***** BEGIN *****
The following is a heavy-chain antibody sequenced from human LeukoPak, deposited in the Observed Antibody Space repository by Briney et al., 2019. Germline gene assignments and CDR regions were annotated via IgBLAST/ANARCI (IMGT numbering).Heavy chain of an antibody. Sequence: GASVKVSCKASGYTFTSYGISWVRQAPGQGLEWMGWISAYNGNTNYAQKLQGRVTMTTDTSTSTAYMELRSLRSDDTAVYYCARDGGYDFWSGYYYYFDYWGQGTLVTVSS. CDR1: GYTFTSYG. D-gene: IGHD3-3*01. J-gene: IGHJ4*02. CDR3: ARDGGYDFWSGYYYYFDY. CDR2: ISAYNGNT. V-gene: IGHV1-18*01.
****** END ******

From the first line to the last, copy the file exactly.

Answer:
The following is a heavy-chain antibody sequenced from human LeukoPak, deposited in the Observed Antibody Space repository by Briney et al., 2019. Germline gene assignments and CDR regions were annotated via IgBLAST/ANARCI (IMGT numbering).Heavy chain of an antibody. Sequence: GASVKVSCKASGYTFTSYGISWVRQAPGQGLEWMGWISAYNGNTNYAQKLQGRVTMTTDTSTSTAYMELRSLRSDDTAVYYCARDGGYDFWSGYYYYFDYWGQGTLVTVSS. CDR1: GYTFTSYG. D-gene: IGHD3-3*01. J-gene: IGHJ4*02. CDR3: ARDGGYDFWSGYYYYFDY. CDR2: ISAYNGNT. V-gene: IGHV1-18*01.